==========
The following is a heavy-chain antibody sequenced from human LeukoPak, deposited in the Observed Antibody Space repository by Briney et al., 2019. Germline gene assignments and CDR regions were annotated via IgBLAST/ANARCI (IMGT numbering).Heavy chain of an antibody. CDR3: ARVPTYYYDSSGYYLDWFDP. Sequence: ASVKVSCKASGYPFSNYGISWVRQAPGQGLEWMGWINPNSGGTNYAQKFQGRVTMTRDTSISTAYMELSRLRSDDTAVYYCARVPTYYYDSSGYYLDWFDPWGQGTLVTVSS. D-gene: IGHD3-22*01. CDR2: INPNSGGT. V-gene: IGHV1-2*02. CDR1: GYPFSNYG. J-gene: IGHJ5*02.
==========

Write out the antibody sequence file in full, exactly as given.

The following is a heavy-chain antibody sequenced from human LeukoPak, deposited in the Observed Antibody Space repository by Briney et al., 2019. Germline gene assignments and CDR regions were annotated via IgBLAST/ANARCI (IMGT numbering).Heavy chain of an antibody. CDR3: ARVPTYYYDSSGYYLDWFDP. Sequence: ASVKVSCKASGYPFSNYGISWVRQAPGQGLEWMGWINPNSGGTNYAQKFQGRVTMTRDTSISTAYMELSRLRSDDTAVYYCARVPTYYYDSSGYYLDWFDPWGQGTLVTVSS. D-gene: IGHD3-22*01. CDR2: INPNSGGT. V-gene: IGHV1-2*02. CDR1: GYPFSNYG. J-gene: IGHJ5*02.